I don’t know but:
– with scripts enabled for os2museum.com I see:
– with scripts disabled I see:
a:unpack a:[email protected]
where [email protected] is a link pointing to
No need to approve my message(s). Just delete them.
Looks like it may be Cloudflare triggering its e-mail protection due to the @ sign in the filename.
Ah, I see now. It’s triggered by disabling scripts.
And the detection is really dumb if it thinks that a string ending with ‘@’ is an e-mail address. Sigh.
>It’s triggered by disabling scripts.
Indeed, i prefer reading without scripts…
Scripts? What scripts? (lynxtard here…)
Either way: cloudflare continues to give me loads of trouble, no matter
what me sends as “User-Agent”, or whether me accepts cookies or not…
It doesn’t seem to be a very good swervice.
The PS/2 Model 80 doesn’t emulate 80286 LOADALL, according to various sources. How would (IBM) OS/2 1.0 or 1.1 run on an 8580?
I’ve personally seen 1.2 EE and 1.3 EE running on an 8580, but never 1.0 or 1.1.
IBM announcement letter 287-498 (Nov 3, 1987) clearly states that Model 80 is supported in OS/2 1.0, specifically 8580-311. I’m certain the 386 mode switching code path was there, but only used on PS/2 machines, or more specifically ABIOS machines.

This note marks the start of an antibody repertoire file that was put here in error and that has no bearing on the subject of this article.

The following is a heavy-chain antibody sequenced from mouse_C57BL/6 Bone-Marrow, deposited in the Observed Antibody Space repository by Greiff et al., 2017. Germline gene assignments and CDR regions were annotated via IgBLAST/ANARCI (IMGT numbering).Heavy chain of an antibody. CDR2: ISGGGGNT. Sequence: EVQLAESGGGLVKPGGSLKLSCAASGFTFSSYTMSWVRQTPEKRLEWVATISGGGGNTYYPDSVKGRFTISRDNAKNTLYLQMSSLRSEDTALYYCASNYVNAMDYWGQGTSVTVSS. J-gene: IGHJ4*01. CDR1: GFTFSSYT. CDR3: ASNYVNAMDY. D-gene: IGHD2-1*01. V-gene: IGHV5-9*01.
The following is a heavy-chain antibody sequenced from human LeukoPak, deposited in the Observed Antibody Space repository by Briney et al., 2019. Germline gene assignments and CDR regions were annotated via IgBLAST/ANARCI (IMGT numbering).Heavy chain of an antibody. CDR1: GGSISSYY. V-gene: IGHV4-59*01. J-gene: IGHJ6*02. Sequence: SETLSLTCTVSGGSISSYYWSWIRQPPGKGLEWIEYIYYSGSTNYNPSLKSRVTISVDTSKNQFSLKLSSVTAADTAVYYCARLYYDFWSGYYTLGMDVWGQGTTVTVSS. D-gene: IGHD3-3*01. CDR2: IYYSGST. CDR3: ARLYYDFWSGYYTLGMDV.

Why IBM did it that way I’m not sure. I’m pretty sure their position was “there are no IBM AT compatibles with a 386 CPU, therefore that case is not relevant to us”.
I am fairly certain I remember running 1.0/1.1 on Model 80 machines (maybe even a Model 75 or two) during development of EE. It didn’t see a lot of use but I do remember it.
Did IBM intend that all 386+ machines use ABIOS at the time? That would likely be another attempt to steer things back their way and behind licensing restrictions in addition to Micro Channel. Of course hardly anyone was using OS/2 and the Microsoft versions supported plain old conventional BIOS machines anyway.
The protected mode Advanced BIOS system would have been nice to have, yet somehow we were stuck with a Real Mode BIOS until the 2010s widespread adoption of UEFI.